EAST LANSING, Mich. — Michigan State athletic director Mark Hollis announced his retirement Friday, the second university official to step down this week amid sharp criticism over the school's handling of sexual abuse allegations against disgraced former sports doctor Larry Nassar.
Hollis, who had been in the job for 10 years, disclosed the move during a meeting with a small group of reporters on campus. He was asked why he would not stay on.
"Because I care," Hollis said, holding back tears. "When you look at the scope of everything, that's the reason I made a choice to retire now. And I hope that has a little bit, a little bit, of helping that healing process."
Michigan State President Lou Anna Simon submitted her resignation late Wednesday, hours after Nassar, a former employee at Michigan State, was sentenced to 40 to 175 years in prison for molesting young girls and women under the guise of medical treatment. Several of the 150-plus victims who spoke at his hearing were former athletes at the school, and many victims accused the university of mishandling past complaints about Nassar, who also is accused of molesting Olympians and other young gymnasts while working for USA Gymnastics.
"I don't believe that I've ever met him," Hollis said of Nassar, and he insisted he didn't know about allegation of abuse until an Indianapolis Star report in 2016.
Michigan State's governing board was meeting later Friday, its first since Simon and Hollis stepped down. Trustees planned to discuss the presidential transition, as the university prepares for new investigations by the state attorney general, state lawmakers and the NCAA while facing lawsuits filed by more than 130 women and girls.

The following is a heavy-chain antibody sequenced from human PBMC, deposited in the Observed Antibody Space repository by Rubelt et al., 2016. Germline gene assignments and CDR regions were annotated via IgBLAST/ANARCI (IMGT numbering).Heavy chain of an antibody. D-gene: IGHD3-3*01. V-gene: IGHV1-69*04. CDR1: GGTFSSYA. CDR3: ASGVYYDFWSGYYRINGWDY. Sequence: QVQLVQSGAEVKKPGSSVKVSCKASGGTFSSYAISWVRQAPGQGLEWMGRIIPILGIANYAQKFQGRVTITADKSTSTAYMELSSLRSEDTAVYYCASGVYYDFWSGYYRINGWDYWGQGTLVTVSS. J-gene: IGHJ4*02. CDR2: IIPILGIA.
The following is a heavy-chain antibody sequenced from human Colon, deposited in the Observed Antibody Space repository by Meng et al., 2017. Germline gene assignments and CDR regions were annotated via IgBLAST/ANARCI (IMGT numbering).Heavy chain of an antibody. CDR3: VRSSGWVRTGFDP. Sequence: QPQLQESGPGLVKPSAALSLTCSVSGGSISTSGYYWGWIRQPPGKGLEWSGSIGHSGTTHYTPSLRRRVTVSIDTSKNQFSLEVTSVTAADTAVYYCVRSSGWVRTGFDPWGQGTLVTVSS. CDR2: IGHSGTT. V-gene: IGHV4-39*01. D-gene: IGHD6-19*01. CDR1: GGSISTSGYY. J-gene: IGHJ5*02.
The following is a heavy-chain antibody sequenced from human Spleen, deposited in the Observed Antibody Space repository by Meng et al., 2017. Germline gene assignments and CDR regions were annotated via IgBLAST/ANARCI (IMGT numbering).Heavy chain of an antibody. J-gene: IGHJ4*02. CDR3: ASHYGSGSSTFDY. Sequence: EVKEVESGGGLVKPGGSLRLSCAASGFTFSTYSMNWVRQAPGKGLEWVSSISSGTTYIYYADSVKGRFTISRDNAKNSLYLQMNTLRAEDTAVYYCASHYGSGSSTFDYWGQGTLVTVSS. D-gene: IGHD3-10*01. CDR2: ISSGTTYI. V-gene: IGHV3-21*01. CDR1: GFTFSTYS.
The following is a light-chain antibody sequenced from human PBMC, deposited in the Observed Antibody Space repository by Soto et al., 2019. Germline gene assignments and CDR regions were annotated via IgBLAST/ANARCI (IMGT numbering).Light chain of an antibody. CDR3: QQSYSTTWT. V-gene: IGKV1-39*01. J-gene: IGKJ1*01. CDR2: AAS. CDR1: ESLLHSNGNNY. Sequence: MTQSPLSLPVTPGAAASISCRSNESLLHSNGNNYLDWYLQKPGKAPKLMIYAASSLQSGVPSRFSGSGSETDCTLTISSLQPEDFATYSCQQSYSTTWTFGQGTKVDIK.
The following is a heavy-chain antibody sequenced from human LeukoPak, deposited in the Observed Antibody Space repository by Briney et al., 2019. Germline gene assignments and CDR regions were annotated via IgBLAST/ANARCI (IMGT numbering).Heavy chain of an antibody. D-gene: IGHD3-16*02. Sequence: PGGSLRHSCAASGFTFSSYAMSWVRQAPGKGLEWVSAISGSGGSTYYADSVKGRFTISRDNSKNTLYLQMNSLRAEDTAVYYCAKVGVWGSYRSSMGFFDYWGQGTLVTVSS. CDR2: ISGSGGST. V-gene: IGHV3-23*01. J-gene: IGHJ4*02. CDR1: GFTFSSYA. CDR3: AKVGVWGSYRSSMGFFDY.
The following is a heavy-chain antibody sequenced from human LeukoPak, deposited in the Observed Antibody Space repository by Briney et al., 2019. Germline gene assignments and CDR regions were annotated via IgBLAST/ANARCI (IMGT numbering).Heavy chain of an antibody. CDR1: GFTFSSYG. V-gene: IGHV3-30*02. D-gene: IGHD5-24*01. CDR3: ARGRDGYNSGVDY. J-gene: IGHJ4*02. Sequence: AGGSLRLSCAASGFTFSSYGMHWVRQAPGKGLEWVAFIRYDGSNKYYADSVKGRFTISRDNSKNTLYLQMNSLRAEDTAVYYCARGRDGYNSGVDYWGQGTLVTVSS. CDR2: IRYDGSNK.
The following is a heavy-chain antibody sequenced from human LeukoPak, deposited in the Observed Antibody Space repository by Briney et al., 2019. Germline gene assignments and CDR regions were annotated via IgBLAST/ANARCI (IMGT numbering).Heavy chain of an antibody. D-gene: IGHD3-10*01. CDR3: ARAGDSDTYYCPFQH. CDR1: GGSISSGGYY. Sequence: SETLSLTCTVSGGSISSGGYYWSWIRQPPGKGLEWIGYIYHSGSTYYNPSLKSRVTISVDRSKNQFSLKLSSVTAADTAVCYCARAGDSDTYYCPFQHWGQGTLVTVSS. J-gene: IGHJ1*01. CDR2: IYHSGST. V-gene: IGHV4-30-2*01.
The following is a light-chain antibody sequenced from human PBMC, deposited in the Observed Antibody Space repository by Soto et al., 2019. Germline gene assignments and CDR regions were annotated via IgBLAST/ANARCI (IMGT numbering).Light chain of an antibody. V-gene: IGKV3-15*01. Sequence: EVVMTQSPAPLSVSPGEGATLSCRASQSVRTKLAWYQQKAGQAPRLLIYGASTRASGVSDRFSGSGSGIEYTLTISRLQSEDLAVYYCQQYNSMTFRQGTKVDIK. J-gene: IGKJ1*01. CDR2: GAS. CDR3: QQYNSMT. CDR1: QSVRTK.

The board expressed support for Simon before her resignation, but she faced pressure from many students, faculty and legislators. While there has been no evidence that Simon knew Nassar was sexually abusing girls and women, some of the more than 150 women and girls who have accused him said they complained to university employees as far back as the late 1990s.
Board members, who are elected in statewide votes, have come under intense scrutiny. Two announced they will not seek re-election. Another, Joel Ferguson, apologized this week after saying there was more going on at Michigan State than "this Nassar thing." He previously had said victims were ambulance chasers out for a payday. The school long resisted calls for an independent investigation before asking Attorney General Bill Schuette for a review a week ago.
"I am shocked and embarrassed at how insensitive some in the MSU family continue to be," trustee Mitch Lyons said on Twitter. "I look forward to implementing a plan today at our board meeting to create real change."
Students planned a Friday evening march and protest.
In a recent filing, Michigan State asked a judge to dismiss the cases against the university on several technical grounds, not the merits of the allegations. The school says it has immunity under Michigan law and that the majority of victims were not MSU students at the time of the alleged assaults.
"These arguments can seem disrespectful" to victims, but a defense is required by Michigan State's insurers, Simon wrote in a campus-wide email last week. She added, "We have the utmost respect and sympathy" for victims.
The board last month authorized the creation of a $10 million fund to help victims access counseling and mental health services.